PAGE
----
Posted by Peder
August 16, 2012
Since the London games just finished, you’ll have to excuse the sporting references. Who’s the fastest man in the world? Well, it depends. Over 100 and 200 meters it’s obviously Usain Bolt. But lengthen the track or throw in some hurdles and you’ll have a different winner. Same applies for web analytics.
Not all products made it to the Web Olympics final. In our “competition”, we opted to look at Adobe SiteCatalyst, Google Analytics and Webtrends (jump to comparison matrix below). Combined, they enjoy by far the largest market share, and Unilytics is certified in all three so we are very familiar with them. Each of these three main products has special strengths and weaknesses. We have tried to make this analysis as unbiased and vendor neutral as possible. In all cases, Unilytics consulting recommends whichever solution best fits our clients’ needs.
When comparing product functionality, checklists offer the most visual differentiation, but can fall short when judging comes into play. Consequently, we have used colors to identify the degree of meeting a capability. Additionally, in many cases we have added comments to further explain ratings.
Webtrends led this market for many years but lost ground to Omniture (now Adobe) SiteCatalyst starting around 2005. While Webtrends has been playing catch-up, their products still lag behind Adobe. The improvement in the Webtrends UI has been tremendous, but the underlying architecture and reports remain largely unchanged. SiteCatalyst now enjoys an 84% market share for web analytics hosted services. Webtrends is also offered as installed software for clients wanting to control location of collected data, so this analysis includes both options from Webtrends.
Google Analytics continues to gain new customers. Not only because it’s free, but also because it’s easy to implement and delivers good functionality. Some people contend that Google Analytics is just as functional as Webtrends and SiteCatalyst. Not true. Still, many clients don’t need greater power than what Google Analytics delivers, so for them it’s perfect. However, many clients do have requirements that go beyond Google Analytics and are willing to pay for that extra integration, data control, ad hoc reporting or unique visitor tracking that paid services can offer.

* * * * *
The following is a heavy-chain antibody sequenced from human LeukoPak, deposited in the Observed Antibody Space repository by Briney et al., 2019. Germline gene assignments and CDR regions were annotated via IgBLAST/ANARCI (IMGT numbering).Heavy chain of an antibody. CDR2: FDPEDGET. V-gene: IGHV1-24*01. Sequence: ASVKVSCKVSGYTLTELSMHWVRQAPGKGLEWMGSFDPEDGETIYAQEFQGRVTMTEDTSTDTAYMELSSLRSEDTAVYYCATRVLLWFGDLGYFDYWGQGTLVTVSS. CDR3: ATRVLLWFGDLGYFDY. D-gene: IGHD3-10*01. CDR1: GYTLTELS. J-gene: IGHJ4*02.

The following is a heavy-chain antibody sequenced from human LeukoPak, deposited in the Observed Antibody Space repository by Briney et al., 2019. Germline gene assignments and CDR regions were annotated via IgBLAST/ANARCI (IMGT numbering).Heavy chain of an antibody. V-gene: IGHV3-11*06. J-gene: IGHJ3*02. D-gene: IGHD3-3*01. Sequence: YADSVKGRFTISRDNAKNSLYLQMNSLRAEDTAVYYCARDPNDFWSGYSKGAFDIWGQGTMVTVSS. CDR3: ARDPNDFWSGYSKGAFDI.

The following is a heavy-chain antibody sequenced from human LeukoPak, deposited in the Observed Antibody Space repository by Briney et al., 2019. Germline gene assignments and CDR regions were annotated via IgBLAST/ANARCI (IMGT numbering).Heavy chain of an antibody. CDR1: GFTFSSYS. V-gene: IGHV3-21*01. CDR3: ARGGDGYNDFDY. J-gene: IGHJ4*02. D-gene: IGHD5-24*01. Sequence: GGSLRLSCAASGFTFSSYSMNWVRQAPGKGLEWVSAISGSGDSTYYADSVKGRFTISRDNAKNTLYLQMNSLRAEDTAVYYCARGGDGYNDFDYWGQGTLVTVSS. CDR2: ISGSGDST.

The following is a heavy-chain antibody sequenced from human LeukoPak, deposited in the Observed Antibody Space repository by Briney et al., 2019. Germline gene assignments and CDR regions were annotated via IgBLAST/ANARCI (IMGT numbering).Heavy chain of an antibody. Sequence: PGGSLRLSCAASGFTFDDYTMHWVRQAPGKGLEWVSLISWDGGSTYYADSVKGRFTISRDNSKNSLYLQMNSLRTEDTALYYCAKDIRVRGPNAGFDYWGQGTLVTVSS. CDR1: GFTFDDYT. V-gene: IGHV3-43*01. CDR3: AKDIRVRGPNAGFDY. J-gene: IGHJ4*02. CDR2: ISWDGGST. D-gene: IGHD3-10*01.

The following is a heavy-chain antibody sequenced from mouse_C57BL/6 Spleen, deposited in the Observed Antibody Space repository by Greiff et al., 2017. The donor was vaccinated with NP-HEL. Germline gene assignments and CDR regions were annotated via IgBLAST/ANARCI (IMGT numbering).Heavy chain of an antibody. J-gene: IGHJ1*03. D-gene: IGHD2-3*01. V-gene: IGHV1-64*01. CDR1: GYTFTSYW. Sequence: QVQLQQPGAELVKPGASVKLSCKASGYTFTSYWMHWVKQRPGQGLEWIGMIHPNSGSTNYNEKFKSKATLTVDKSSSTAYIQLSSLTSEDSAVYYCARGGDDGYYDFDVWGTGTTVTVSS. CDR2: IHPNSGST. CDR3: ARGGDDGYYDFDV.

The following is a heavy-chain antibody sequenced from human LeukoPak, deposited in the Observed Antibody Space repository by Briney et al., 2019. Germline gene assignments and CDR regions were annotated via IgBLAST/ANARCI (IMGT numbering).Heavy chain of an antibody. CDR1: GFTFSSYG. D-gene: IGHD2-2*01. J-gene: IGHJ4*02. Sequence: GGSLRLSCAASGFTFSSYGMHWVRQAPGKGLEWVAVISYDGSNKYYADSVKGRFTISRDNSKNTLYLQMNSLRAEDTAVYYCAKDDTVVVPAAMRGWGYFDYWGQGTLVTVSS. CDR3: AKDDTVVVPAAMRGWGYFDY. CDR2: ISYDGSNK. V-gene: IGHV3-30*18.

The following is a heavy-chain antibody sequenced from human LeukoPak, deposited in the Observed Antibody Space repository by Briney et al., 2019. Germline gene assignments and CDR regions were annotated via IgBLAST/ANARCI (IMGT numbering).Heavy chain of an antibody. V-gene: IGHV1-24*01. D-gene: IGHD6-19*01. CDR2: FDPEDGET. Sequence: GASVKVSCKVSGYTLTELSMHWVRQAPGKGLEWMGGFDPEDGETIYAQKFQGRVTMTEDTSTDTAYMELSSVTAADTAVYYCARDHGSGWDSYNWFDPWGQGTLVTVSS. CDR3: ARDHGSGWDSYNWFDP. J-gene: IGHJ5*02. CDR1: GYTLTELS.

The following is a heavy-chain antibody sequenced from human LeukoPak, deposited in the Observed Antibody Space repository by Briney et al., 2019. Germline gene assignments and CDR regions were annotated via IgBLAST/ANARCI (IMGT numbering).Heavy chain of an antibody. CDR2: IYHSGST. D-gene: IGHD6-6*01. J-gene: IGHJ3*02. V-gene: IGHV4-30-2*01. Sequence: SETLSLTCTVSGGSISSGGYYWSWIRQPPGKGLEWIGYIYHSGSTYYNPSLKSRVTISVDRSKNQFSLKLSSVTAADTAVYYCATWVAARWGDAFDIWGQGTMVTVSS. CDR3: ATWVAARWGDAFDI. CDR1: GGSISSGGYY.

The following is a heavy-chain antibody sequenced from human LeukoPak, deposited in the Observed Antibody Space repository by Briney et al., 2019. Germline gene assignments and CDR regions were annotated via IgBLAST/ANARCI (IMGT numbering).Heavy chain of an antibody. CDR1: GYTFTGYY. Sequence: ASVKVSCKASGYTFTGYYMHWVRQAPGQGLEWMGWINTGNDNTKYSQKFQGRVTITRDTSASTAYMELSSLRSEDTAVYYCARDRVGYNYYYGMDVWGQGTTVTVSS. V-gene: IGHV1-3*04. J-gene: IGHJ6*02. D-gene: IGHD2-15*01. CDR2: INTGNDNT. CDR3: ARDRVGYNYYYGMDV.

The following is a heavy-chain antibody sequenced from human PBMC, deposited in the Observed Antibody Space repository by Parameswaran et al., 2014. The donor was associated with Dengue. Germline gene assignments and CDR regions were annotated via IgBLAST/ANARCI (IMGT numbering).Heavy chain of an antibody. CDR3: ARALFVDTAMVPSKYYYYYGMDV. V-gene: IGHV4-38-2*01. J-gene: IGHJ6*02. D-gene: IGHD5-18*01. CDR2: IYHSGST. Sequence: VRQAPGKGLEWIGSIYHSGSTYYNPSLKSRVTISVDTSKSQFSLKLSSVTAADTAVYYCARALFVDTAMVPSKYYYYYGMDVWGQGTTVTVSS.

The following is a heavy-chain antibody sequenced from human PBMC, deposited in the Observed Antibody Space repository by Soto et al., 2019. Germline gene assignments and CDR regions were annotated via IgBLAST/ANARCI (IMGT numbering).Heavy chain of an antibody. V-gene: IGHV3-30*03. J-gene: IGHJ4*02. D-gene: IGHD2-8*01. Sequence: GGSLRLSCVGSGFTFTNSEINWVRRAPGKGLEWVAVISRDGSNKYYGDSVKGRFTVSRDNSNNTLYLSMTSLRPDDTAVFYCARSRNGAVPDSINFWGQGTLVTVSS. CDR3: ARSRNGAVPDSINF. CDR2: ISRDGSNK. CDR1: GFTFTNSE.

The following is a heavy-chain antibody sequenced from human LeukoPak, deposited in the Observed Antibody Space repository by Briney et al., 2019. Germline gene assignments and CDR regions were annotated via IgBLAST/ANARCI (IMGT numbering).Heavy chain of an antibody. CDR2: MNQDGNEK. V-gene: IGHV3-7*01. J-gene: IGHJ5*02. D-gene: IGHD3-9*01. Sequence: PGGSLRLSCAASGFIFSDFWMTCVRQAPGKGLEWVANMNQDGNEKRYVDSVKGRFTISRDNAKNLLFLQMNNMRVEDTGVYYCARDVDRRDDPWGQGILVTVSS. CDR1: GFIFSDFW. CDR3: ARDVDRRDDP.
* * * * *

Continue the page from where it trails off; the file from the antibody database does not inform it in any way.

Price has not been considered as a factor in this comparison. Each vendor’s pricing model differs depending on a variety of factors and start at a minimum annual commitment of around $8,000. The cost comes down quickly as volumes increase. Google Analytics is free but often requires more professional service to accomplish the same analysis as can be done with SiteCatalyst and Webtrends.
Ultimately, we use web analytics to optimize web sites to ensure they deliver value, and we make necessary site changes as we learn deficiencies through our analysis. But that brings many other tools into the equation such as data warehousing, A/B testing tools, campaign management and so on. Consequently, part of our evaluation was to consider how well the three tools play with other vendors and how complete and integrated their offerings are when considering the entire infrastructure. We find that Adobe has done a much better job in these areas.
Analytics is not only about the data collection and analysis tools, but also the human resources available to use the tools and analyze the data. The traditional budgeting rule of thumb is 20% spent on the tool and 80% spent on human resources. In other words, a business with a cheap tool and powerful analyst will see much greater return on investment than with a powerful tool and cheap analyst.
This evaluation is likely not as comprehensive as some people might want, but we believe it provides valuable insight into the differences of each offering. As always we welcome your questions and
feedback and will update the table as needed.